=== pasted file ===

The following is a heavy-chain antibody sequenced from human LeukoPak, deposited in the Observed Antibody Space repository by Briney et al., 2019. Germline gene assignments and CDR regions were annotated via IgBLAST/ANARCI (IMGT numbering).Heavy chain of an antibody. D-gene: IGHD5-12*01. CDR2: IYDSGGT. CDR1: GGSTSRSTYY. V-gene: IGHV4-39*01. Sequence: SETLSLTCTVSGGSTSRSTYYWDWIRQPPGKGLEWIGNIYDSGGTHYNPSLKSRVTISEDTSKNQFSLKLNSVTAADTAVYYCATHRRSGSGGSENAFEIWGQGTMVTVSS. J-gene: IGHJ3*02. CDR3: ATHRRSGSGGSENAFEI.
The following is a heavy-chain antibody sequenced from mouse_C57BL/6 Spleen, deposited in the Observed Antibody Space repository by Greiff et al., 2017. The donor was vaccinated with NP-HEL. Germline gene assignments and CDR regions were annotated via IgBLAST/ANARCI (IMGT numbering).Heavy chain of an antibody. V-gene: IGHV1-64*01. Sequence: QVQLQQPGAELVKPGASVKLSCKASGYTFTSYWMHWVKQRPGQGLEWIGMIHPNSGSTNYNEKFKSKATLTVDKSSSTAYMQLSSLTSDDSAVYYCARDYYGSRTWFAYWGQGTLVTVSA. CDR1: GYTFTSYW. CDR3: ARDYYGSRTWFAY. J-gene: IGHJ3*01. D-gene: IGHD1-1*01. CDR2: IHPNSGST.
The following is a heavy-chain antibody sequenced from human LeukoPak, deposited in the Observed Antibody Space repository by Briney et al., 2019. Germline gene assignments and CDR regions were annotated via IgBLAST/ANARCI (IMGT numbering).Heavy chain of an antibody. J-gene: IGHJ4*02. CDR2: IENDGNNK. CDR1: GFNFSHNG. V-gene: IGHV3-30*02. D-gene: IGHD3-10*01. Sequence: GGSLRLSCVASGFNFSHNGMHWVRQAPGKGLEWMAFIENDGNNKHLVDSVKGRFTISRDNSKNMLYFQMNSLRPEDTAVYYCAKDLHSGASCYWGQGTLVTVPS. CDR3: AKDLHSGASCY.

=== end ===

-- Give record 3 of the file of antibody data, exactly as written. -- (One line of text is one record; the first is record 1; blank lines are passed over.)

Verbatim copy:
The following is a heavy-chain antibody sequenced from human LeukoPak, deposited in the Observed Antibody Space repository by Briney et al., 2019. Germline gene assignments and CDR regions were annotated via IgBLAST/ANARCI (IMGT numbering).Heavy chain of an antibody. J-gene: IGHJ4*02. CDR2: IENDGNNK. CDR1: GFNFSHNG. V-gene: IGHV3-30*02. D-gene: IGHD3-10*01. Sequence: GGSLRLSCVASGFNFSHNGMHWVRQAPGKGLEWMAFIENDGNNKHLVDSVKGRFTISRDNSKNMLYFQMNSLRPEDTAVYYCAKDLHSGASCYWGQGTLVTVPS. CDR3: AKDLHSGASCY.